Dan Hosken, interim dean of CSUN’s Mike Curb College of Arts, Media, and Communication, which houses the Department of Cinema and Television Arts, agreed.

“We are grateful to the Hollywood Foreign Press Association for their generous support of our students and our programs,” he said. “This gift will provide much-needed scholarship support for our students and provide them with state-of-the-art facilities to go along with our exceptional faculty. Combined with our close proximity to the heart of the entertainment industry, this gift will allow us to offer an unparalleled educational experience in the cinema and television arts.”

CSUN’s Department of Cinema and Television Arts has an international reputation for producing dedicated and talented entertainment industry professionals who recognize the value of hard work as they learn and continue to perfect their crafts. The department currently enrolls nearly 1,700 undergraduate students and 30 students in its graduate screenwriting program. Its alumni work in all aspects of entertainment media, from writing, producing and directing to manning cameras and having the final say in what project is made. In 2014, The Hollywood Reporter listed CSUN as one of the top film schools in the U.S., and this year, Variety listed CSUN as one of the top 30 film programs in the U.S. and one of the top 40 film programs internationally.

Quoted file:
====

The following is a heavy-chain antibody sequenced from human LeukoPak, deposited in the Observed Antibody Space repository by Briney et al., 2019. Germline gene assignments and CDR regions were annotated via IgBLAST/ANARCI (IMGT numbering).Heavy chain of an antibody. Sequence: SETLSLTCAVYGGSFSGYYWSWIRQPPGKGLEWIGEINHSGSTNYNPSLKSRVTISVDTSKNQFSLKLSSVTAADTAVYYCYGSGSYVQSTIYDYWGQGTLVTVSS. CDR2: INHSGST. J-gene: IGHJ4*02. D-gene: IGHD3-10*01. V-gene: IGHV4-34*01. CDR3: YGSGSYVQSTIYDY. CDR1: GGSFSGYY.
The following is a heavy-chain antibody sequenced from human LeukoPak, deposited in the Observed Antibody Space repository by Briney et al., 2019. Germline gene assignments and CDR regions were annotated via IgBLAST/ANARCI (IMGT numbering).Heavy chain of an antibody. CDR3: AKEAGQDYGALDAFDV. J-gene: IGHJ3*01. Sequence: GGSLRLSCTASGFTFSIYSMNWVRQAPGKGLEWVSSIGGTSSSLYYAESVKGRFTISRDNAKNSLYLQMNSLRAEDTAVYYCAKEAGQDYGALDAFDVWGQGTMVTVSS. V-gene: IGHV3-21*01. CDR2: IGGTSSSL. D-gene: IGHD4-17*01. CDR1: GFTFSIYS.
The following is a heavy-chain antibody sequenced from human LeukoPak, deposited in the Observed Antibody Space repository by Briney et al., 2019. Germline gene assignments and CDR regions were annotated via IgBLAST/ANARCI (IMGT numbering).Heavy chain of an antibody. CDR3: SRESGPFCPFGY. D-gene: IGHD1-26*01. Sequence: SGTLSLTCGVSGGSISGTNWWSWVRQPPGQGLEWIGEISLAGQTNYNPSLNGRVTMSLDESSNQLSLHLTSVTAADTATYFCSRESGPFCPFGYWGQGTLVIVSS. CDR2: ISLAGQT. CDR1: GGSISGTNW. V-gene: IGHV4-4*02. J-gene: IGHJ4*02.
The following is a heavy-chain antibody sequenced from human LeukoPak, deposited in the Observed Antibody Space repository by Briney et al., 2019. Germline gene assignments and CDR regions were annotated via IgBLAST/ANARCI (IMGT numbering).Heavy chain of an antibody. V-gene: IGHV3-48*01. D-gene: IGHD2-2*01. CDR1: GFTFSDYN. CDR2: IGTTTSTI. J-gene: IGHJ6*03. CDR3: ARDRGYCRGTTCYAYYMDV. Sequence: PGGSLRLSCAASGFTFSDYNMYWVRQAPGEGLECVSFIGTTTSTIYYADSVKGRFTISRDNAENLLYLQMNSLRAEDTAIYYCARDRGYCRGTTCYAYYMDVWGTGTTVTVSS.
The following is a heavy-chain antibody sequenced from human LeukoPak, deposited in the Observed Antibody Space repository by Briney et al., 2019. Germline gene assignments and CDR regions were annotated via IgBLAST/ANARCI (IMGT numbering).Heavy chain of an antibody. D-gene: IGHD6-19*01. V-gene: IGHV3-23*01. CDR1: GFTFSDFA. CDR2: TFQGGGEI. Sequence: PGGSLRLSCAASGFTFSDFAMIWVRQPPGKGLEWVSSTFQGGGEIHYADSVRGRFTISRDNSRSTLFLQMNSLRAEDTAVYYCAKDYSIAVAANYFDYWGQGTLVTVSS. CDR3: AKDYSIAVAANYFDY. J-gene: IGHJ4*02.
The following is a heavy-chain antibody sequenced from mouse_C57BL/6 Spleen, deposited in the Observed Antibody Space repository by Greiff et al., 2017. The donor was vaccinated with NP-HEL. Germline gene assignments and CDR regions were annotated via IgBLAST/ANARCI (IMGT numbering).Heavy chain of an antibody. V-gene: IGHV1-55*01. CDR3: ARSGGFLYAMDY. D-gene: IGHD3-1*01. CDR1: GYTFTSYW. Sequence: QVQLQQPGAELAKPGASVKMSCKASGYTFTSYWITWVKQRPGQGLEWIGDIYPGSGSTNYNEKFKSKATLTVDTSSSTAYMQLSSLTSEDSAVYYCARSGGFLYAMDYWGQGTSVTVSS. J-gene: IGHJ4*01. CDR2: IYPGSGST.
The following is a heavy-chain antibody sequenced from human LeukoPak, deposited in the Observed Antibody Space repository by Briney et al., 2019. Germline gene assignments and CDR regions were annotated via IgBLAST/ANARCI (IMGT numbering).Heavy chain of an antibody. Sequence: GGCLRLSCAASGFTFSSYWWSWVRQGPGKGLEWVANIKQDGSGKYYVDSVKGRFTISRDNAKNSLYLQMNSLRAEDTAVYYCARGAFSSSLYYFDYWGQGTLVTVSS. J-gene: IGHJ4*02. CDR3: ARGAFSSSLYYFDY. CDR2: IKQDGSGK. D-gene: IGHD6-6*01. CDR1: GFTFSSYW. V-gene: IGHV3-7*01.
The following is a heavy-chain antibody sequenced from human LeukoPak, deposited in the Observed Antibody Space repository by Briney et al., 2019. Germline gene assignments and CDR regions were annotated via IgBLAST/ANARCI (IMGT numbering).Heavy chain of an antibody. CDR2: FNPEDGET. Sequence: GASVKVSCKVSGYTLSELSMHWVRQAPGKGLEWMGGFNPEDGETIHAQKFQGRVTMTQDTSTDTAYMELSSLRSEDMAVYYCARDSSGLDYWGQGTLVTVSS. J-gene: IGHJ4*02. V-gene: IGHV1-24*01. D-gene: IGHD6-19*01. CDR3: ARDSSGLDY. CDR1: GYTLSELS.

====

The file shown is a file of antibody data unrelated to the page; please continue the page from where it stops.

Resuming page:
Serving more than 40,000 students each year, CSUN is one of the nation’s largest single-campus universities in the U.S. and is the third largest in California. CSUN ranks 10th in the country in awarding bachelor’s degrees to underrepresented minority students, fifth nationally in awarding master’s degrees to Hispanic students, and it enrolls the largest number of deaf and hard-of-hearing students of any U.S. state university.